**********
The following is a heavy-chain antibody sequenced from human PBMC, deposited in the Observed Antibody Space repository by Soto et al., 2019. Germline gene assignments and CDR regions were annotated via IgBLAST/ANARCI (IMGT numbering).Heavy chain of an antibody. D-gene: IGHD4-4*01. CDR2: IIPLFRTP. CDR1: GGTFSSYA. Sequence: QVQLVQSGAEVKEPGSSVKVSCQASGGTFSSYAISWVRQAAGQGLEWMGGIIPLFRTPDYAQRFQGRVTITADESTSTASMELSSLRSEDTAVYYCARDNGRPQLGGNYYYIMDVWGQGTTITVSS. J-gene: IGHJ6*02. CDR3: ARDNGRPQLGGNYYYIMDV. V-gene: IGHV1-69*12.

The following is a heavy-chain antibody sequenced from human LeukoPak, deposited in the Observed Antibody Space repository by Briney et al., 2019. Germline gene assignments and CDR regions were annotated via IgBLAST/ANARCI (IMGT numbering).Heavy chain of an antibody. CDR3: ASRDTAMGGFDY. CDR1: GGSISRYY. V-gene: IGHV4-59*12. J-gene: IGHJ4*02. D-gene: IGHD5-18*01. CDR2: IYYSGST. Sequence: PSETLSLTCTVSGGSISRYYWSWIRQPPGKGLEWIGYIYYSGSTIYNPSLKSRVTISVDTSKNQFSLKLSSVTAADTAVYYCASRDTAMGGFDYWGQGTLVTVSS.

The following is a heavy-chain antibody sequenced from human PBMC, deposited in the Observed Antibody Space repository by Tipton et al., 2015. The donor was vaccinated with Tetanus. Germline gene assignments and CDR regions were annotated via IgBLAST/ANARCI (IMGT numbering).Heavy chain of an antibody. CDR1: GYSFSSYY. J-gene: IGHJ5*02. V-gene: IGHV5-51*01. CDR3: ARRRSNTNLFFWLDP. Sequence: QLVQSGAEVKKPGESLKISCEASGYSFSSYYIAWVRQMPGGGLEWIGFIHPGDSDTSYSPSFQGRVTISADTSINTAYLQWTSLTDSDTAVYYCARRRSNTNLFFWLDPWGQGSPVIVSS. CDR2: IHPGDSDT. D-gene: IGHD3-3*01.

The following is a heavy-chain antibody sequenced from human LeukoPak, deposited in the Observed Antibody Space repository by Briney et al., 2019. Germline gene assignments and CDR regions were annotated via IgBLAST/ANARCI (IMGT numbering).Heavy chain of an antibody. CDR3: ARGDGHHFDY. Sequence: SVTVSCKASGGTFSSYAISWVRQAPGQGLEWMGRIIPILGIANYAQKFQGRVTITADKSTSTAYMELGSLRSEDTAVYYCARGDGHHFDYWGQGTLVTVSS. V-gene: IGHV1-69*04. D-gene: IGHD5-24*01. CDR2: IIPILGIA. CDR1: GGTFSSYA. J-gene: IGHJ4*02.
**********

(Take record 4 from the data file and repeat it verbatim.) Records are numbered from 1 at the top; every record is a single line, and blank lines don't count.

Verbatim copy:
The following is a heavy-chain antibody sequenced from human LeukoPak, deposited in the Observed Antibody Space repository by Briney et al., 2019. Germline gene assignments and CDR regions were annotated via IgBLAST/ANARCI (IMGT numbering).Heavy chain of an antibody. CDR3: ARGDGHHFDY. Sequence: SVTVSCKASGGTFSSYAISWVRQAPGQGLEWMGRIIPILGIANYAQKFQGRVTITADKSTSTAYMELGSLRSEDTAVYYCARGDGHHFDYWGQGTLVTVSS. V-gene: IGHV1-69*04. D-gene: IGHD5-24*01. CDR2: IIPILGIA. CDR1: GGTFSSYA. J-gene: IGHJ4*02.